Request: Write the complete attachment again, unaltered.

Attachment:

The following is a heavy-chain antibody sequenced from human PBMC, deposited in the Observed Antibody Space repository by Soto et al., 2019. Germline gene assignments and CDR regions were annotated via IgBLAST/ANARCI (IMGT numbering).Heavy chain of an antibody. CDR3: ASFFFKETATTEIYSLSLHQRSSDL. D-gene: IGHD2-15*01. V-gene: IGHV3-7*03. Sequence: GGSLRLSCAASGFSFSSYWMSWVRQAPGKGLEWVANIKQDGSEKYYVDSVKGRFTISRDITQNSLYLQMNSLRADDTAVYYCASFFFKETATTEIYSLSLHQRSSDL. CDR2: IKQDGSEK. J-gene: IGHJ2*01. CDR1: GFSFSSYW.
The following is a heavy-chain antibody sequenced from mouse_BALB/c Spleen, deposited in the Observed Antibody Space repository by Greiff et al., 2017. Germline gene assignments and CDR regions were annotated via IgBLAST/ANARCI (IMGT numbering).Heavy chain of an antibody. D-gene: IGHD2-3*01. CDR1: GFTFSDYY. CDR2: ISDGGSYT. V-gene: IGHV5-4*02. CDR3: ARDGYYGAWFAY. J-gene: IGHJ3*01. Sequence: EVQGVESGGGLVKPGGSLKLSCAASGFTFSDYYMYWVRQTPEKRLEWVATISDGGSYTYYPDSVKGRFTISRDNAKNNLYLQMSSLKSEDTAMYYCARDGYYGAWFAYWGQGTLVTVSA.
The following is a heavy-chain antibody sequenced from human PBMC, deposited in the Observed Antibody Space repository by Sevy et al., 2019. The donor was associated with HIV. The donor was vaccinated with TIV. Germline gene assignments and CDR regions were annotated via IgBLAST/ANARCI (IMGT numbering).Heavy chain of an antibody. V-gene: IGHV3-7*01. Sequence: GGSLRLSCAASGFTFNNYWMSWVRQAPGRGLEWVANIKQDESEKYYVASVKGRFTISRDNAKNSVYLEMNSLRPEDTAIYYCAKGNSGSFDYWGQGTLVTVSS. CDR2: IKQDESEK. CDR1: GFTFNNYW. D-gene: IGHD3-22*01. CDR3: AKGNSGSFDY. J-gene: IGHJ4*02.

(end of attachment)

The following is a heavy-chain antibody sequenced from human PBMC, deposited in the Observed Antibody Space repository by Soto et al., 2019. Germline gene assignments and CDR regions were annotated via IgBLAST/ANARCI (IMGT numbering).Heavy chain of an antibody. CDR3: ASFFFKETATTEIYSLSLHQRSSDL. D-gene: IGHD2-15*01. V-gene: IGHV3-7*03. Sequence: GGSLRLSCAASGFSFSSYWMSWVRQAPGKGLEWVANIKQDGSEKYYVDSVKGRFTISRDITQNSLYLQMNSLRADDTAVYYCASFFFKETATTEIYSLSLHQRSSDL. CDR2: IKQDGSEK. J-gene: IGHJ2*01. CDR1: GFSFSSYW.
The following is a heavy-chain antibody sequenced from mouse_BALB/c Spleen, deposited in the Observed Antibody Space repository by Greiff et al., 2017. Germline gene assignments and CDR regions were annotated via IgBLAST/ANARCI (IMGT numbering).Heavy chain of an antibody. D-gene: IGHD2-3*01. CDR1: GFTFSDYY. CDR2: ISDGGSYT. V-gene: IGHV5-4*02. CDR3: ARDGYYGAWFAY. J-gene: IGHJ3*01. Sequence: EVQGVESGGGLVKPGGSLKLSCAASGFTFSDYYMYWVRQTPEKRLEWVATISDGGSYTYYPDSVKGRFTISRDNAKNNLYLQMSSLKSEDTAMYYCARDGYYGAWFAYWGQGTLVTVSA.
The following is a heavy-chain antibody sequenced from human PBMC, deposited in the Observed Antibody Space repository by Sevy et al., 2019. The donor was associated with HIV. The donor was vaccinated with TIV. Germline gene assignments and CDR regions were annotated via IgBLAST/ANARCI (IMGT numbering).Heavy chain of an antibody. V-gene: IGHV3-7*01. Sequence: GGSLRLSCAASGFTFNNYWMSWVRQAPGRGLEWVANIKQDESEKYYVASVKGRFTISRDNAKNSVYLEMNSLRPEDTAIYYCAKGNSGSFDYWGQGTLVTVSS. CDR2: IKQDESEK. CDR1: GFTFNNYW. D-gene: IGHD3-22*01. CDR3: AKGNSGSFDY. J-gene: IGHJ4*02.